In the best of times, beginning content marketing writers struggle to find quality clients. They hang out on job boards, hoping to find someone paying more than $50 a blog post. They spend time honing their UpWork profile. Or, they peruse Craigslist ads. Does this sound familiar? If you need to know where to find quality content marketing clients, keep reading.
I already shared five places to find content marketing clients in a previous post. Well, this one has five more. And this list is even more amazing.
What Is A Quality Content Marketing Client?
A quality content marketing client is one who knows the value of content marketing. They don’t need to be convinced to start a blog or to post on social media regularly. They have the budget to pay for that content, and won’t look at the writer as a commodity, shopping around for the best bang for their buck. A quality client will look for the value the work brings to their company and the best person to deliver that value.
If your current clients don’t fit this description, use the following checklist going forward. Finding companies that fit these criteria will help you to stay afloat during these uncertain times.
- Company size–The larger the company, the more likely they see the value in content marketing and can afford to pay professional rates. Target companies that have more than 50 employees.
- Gross revenue–A company that generates at least $10 million in revenue each year probably has the budget to pay a freelance content marketing writer.
- Experience working with freelancers–A good client has experience working with freelancers and understands the boundaries of the relationship. To find out if they work with freelancers, click on the People tab of the company’s LinkedIn page. Look for freelancers that list the company in their experience section.
Before you begin your search, create a spreadsheet to collect your leads on. Include columns for company name, website url, contact name, and email address. You may also want columns to record any communication attempts you make with the person.
Where to Find Quality Content Marketing Clients
If you’re not reading the trade publications for your target industry, start now. You can find a pretty hefty list of trade pubs on WebWire. If you don’t see any on there, ask folks in the industry what they read. I found several magazines in the flooring industry simply by asking someone I was interviewing for a story.
Once in the trade pub, connect with the staff on LinkedIn. Then, start looking for their connections. Also, target the magazine’s advertisers and the companies mentioned in the articles.
Check back issues and the website of the publication. Look for a yearly “40 Under 40” or other similar award or recognition piece. The names on those lists are great leads.
Speaking of lists, look at the Inc. 5000. It’s a database of the top 5000 fastest-growing companies in the United States. Look for member lists for trade organizations like the National Association of Home Builders.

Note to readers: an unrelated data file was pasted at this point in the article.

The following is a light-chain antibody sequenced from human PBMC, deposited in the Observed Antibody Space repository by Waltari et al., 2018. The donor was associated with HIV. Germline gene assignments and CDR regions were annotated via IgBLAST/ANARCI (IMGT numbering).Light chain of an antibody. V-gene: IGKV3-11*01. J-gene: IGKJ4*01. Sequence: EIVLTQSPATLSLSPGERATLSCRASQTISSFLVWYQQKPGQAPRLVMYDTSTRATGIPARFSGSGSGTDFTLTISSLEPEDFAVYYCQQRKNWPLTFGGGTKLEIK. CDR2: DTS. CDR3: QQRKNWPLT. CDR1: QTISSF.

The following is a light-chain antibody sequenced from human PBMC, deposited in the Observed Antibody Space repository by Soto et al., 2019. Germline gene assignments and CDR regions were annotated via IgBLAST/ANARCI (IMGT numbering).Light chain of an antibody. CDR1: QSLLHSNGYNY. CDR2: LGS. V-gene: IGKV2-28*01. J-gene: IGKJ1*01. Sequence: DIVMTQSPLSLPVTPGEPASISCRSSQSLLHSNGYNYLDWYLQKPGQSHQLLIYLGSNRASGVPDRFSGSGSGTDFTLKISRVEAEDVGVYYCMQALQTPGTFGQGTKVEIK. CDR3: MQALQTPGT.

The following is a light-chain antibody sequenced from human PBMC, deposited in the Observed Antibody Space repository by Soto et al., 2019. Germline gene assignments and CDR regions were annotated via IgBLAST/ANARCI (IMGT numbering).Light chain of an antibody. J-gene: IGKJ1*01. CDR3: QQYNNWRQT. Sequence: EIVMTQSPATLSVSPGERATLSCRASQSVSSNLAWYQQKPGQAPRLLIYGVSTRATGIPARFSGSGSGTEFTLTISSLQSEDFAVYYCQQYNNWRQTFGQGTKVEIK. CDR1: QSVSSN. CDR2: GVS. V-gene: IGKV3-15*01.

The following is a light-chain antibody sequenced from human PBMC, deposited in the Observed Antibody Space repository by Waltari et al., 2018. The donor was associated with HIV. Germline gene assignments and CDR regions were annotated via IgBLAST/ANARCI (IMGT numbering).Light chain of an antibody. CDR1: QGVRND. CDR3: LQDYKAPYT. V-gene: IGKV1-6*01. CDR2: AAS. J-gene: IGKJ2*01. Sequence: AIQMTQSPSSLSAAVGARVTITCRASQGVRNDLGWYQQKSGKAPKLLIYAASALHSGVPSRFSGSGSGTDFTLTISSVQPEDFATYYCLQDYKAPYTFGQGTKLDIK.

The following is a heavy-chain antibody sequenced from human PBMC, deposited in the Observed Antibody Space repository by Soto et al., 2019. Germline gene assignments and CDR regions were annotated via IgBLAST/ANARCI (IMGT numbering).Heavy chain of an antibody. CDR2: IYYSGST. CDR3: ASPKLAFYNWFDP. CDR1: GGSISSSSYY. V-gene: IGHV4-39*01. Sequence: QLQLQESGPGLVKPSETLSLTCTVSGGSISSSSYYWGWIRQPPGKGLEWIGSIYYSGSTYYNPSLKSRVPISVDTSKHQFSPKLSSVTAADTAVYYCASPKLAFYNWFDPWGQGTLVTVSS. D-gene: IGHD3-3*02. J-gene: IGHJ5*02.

LinkedIn is a treasure trove of prospects and is my greatest marketing tool. Look for groups in your niche industry and look at the list of members. Search for hashtags to find companies that follow them. For instance, #insuranceindustry has over 733,000 followers. When you search for that hashtag, posts that used it come up as a feed. You can then see the companies, or their representatives, that use the hashtag. Add them to your list.
Don’t just add the companies to your list, follow them on LinkedIn. Once you click the Follow button on a company’s page, LinkedIn will populate a list of the company’s competitors as suggestions for you to follow. Add those companies to your list.
Nothing’s wrong with using Google, or another search engine, to find customer leads. Here are a few search terms I’ve used successfully:
- competitors of [company name]
- top [type of company] in [this area]
- lists of top [type of company]
Ah! This one is tricky, yes. I’m not advocating that you look for jobs for yourself on the job boards. What you’re looking for here are jobs for:
- digital content manager
- director of content
- marketing manager
- online communications manager
in your industry. So, let’s say you write for the insurance industry and you find a job opening on Indeed for a digital content manager for Allstate Insurance. Of course Allstate is on your list of prospects but your past attempts to break in have been unsuccessful. Now you know that within the next 30 days, though, they’ll have someone new in the office making content decisions. So, you set a reminder to check LinkedIn for the name of the new digital content manager and then reach out to him or her.
My best clients have come because I’ve reached out at “just the right time” after a new hire has taken command.
If you read the first post with five places to find content marketing clients, you now have 10 places to look. Know of any more? Please tell us about them in the comments.